Purpose: To assess the rate of diagnosis of deep venous thrombosis, pulmonary embolism, and venous thromboembolism; the incidence in hospitalized patients; and mortality from pulmonary embolism among Asians/Pacific Islanders in the United States.
Methods: The number of patients discharged from hospitals with a diagnostic code for pulmonary embolism or deep venous thrombosis from 1990 through 1999 was obtained from the National Hospital Discharge Survey. Population estimates and deaths from pulmonary embolism from 1990 through 1998 were obtained from the United States Bureau of the Census.
Results: Rate ratios of 10-year age-adjusted rates of diagnosis of deep venous thrombosis, pulmonary embolism, and venous thromboembolism comparing Asians/Pacific Islanders with whites and African Americans ranged from 0.16 to 0.21. Rate ratios comparing incidences in hospitalized patients ranged from 0.32 to 0.42. The age-adjusted rate ratio of mortality in "others" (which included Asians/Pacific Islanders) was 0.29 (95% confidence interval [CI]: 0.01 to 0.87) compared with whites and 0.14 (95% CI: 0.0 to 0.58) compared with African Americans.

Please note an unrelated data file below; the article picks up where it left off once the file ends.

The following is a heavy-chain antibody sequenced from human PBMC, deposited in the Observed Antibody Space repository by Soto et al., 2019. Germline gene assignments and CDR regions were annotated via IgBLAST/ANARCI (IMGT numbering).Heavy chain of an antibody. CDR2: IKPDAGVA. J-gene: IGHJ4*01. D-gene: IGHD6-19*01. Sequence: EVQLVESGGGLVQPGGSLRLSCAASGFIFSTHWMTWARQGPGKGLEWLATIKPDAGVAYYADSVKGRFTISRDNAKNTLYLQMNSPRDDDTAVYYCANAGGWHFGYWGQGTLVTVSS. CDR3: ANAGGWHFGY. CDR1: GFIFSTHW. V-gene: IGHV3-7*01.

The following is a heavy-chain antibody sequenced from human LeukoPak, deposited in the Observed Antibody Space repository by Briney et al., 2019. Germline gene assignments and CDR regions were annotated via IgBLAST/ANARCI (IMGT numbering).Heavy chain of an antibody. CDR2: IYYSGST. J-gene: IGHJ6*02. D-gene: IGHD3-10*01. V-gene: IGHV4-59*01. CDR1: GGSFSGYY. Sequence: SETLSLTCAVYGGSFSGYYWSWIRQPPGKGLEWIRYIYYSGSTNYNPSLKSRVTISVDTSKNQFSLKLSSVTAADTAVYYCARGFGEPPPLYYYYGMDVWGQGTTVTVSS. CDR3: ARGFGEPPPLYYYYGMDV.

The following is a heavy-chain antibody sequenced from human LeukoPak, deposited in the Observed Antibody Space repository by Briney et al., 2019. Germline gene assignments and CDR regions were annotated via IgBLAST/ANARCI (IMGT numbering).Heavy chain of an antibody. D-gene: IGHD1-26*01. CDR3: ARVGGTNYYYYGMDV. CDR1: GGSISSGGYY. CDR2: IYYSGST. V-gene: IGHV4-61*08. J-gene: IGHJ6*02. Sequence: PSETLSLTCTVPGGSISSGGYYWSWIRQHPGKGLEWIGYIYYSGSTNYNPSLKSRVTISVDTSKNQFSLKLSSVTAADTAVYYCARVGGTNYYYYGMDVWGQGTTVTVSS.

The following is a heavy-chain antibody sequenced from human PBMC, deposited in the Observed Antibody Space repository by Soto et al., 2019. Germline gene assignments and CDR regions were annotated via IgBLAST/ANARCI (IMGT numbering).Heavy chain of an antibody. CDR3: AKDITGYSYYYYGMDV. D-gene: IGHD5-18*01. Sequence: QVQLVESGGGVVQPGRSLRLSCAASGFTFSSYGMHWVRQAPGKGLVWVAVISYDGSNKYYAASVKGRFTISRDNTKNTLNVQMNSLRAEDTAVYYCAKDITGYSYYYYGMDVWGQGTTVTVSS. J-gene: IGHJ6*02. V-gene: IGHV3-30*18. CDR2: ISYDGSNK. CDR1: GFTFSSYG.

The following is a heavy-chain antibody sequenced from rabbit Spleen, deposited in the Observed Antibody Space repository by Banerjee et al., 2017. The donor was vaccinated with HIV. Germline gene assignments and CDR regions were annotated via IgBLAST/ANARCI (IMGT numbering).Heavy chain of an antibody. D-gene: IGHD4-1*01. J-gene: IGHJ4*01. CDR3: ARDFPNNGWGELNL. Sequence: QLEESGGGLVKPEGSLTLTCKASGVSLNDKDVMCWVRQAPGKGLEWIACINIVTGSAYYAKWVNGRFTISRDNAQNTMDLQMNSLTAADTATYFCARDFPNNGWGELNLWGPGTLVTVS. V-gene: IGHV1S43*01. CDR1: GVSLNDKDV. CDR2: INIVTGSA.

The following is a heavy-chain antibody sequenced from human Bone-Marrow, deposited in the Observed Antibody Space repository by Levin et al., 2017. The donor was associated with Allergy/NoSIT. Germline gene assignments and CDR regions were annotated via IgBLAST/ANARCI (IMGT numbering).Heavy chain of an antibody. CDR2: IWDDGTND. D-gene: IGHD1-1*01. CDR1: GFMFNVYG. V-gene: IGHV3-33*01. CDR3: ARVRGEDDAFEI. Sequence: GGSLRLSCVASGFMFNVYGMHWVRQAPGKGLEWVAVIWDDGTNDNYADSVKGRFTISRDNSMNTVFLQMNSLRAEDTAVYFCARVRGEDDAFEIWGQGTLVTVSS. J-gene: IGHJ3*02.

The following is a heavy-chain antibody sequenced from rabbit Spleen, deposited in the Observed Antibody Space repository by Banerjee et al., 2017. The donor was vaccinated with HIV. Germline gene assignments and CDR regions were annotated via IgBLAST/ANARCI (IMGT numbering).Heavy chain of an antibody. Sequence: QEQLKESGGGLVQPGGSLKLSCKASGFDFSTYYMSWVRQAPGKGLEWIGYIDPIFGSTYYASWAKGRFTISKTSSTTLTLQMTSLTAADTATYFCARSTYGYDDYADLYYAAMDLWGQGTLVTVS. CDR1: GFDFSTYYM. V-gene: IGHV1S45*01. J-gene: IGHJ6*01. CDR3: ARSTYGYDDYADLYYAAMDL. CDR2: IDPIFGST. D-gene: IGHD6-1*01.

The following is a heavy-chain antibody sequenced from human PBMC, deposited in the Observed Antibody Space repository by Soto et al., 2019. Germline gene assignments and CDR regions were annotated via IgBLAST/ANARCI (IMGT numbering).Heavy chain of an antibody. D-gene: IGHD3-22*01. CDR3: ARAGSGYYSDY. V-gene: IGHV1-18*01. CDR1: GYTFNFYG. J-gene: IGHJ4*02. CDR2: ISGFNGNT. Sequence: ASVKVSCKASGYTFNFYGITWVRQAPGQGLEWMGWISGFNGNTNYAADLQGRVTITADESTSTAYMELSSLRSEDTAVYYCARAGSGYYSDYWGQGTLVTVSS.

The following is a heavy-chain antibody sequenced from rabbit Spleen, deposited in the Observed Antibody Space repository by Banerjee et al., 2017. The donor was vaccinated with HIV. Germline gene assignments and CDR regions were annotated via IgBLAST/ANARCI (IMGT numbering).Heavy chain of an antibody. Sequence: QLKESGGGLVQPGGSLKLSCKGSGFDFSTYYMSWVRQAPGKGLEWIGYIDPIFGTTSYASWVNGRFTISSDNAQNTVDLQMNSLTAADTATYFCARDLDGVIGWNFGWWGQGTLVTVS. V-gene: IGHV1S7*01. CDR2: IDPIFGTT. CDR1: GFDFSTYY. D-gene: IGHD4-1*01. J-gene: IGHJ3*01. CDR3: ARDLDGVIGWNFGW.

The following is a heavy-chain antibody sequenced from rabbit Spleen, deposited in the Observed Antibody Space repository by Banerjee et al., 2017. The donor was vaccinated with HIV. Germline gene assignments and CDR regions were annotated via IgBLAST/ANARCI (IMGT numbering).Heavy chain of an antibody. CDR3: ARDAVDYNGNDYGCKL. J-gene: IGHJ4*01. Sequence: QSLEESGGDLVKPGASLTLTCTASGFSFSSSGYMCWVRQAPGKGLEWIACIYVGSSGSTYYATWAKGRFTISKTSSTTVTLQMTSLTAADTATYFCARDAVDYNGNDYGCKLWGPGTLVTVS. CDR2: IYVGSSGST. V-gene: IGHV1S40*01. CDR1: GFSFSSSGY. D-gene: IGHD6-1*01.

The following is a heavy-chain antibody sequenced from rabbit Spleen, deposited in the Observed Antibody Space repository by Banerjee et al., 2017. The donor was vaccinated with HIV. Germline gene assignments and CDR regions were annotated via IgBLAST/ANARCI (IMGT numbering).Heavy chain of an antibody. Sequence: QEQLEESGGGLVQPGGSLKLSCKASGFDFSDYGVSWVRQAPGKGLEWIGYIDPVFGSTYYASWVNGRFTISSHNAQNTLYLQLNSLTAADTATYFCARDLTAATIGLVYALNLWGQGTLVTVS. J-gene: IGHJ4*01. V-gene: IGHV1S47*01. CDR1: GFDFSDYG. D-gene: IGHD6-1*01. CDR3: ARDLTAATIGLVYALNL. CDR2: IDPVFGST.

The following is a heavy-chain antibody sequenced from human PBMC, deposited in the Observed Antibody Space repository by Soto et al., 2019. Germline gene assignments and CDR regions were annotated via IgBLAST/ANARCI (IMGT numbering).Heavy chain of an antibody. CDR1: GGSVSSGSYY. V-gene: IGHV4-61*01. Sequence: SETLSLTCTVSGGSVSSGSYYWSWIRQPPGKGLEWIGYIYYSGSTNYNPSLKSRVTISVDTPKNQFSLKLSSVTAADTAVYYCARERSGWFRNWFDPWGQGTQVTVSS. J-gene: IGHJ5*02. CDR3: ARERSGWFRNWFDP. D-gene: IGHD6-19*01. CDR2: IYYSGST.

Conclusion: Rates of deep venous thrombosis, pulmonary embolism, and venous thromboembolism; incidences in hospitalized patients; and the mortality rate from pulmonary embolism were markedly lower in Asians/Pacific Islanders than in whites and African Americans. Clinical assessment of the prior probability of venous thromboembolic disease at the bedside should probably be adjusted based on these ethnic differences.